Lotus is a game designed in the United States and made in China. It is a global product, one that is clear in its Asianness but also offering a contemporary feel to the concept. Lotus has a degree of ‘ludonarratological dissonance’ in which the gorgeous aesthetic, underlying spiritual and botanical motifs, contrasts sharply to the competitive element of traditional ‘trick-taking’ in Western card games like Bridge or 500. Board games, in general, suffer from this problem, and in the future, I’ll put together a blog post on those that work to overcome it (I’m thinking specifically of Netrunner).

Lotus is a game designed in the United States and made in China. It is a global product, one that is clear in its Asianness but also offering a contemporary feel to the concept. Lotus has a degree of ‘ludonarratological dissonance’ in which the gorgeous aesthetic, underlying spiritual and botanical motifs, contrasts sharply to the competitive element of traditional ‘trick-taking’ in Western card games like Bridge or 500. Board games, in general, suffer from this problem, and in the future, I’ll put together a blog post on those that work to overcome it (I’m thinking specifically of Netrunner).

“…interaction design is the highest form of creative expression…”

Checkout this wonderful TED talk by Museum of Modern Art senior curator of architecture and design, Paola Antonelli.

Antonelli complicates the ‘video games are not art’ debate with a new collection of 14 video games at MoMA that celebrate ‘interaction design’ as the “highest form of creative expression”.

The appeal of the collection, according to Antonelli, is the distance and shock between art and design when on display in a gallery setting that enables visitors to appreciate the implications of video games and their contribution to the wider importance and meaning of design and celebrates these objects as having a crucial cultural value and roles within our everyday lives.

I’d love to play them all, at MoMA.

E-sports and gamer persona

At one point StarCraft 2 player ‘Idra’ held one of the most lucrative sponsorship contracts in E-sports and a notoriety for trash talking and disdain for other players. His dismissal from the competitive SC2 team ‘Evil Geniuses’ sends an important message to high profile players about attention to their public persona, acceptable competitive behaviour and the messages they communicate to fan communities.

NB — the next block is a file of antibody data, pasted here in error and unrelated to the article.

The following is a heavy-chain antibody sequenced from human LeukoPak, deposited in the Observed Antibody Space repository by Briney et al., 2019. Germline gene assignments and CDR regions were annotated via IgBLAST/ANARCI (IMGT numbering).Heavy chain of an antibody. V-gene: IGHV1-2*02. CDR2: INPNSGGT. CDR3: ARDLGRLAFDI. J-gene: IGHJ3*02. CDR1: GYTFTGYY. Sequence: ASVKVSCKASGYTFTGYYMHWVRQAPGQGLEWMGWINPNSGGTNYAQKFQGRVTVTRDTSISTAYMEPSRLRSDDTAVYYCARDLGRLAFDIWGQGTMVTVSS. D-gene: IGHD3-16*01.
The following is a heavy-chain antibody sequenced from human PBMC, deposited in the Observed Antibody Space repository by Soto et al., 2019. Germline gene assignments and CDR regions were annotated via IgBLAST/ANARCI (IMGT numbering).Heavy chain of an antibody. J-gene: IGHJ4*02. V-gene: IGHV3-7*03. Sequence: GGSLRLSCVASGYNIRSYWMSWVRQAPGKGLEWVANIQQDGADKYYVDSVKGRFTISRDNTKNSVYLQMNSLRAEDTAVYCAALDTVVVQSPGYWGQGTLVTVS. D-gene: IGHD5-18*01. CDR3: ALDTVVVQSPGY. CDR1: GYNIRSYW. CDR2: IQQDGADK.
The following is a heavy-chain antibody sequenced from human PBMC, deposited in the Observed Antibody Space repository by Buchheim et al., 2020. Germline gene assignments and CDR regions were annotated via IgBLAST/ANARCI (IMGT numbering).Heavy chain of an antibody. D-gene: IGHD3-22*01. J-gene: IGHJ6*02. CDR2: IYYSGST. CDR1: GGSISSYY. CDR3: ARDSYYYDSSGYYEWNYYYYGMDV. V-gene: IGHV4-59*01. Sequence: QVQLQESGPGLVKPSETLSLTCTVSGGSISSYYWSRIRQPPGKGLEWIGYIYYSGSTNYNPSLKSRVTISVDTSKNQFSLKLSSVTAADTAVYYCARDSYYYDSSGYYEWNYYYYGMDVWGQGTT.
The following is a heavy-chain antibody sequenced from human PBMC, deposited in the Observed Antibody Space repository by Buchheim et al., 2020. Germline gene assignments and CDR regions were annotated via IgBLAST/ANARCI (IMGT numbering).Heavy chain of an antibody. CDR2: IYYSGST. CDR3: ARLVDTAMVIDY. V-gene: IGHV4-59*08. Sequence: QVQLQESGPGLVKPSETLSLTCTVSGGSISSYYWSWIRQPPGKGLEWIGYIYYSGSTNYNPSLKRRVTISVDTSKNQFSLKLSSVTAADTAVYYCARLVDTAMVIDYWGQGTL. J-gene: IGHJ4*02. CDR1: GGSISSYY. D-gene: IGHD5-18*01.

Serres, time travel and the Gothic in science fiction

Three new postgraduate students to co-supervise this year. The first I’ve caught up with so far is a Creative Arts students writing a science fiction novel. The exegesis for the thesis will focus on the Gothic in science fiction and to kick the process off, we will be working on an analysis of the Gothic in the Mass Effect series. The aim is to prepare an article for a games studies or the science fiction studies journal, and to contribute to the formation of an emerging research group on technology and science fiction studies at Deakin. In doing some fresh research I came across a great article by Laura Salisbury on Michel Serres, time travel and gothic SF. It’s a cracking read and coincides with the material I’m working on using Serres concept of quasi-objects to analyse the use of screenshots in participatory gamer cultures (to adopt Joost Raessen’s term).

screenshots as digital tools and media objects

Now that I’ve had a chance to properly experiment with the open source social network overview and exploration tool, NodeXL, I’m finally finding some traction. I’d  tinkered with the plugin in the past and more recently managed to spend some time acquitting myself with a little graph theory and social network analysis methodology. Together with an updated version of the software and the Hansen, Schneiderman, and Smith’s (2011) Analyzing Social Modeia Networks with NodeXL, I was ready to explore the use of screenshots in social media.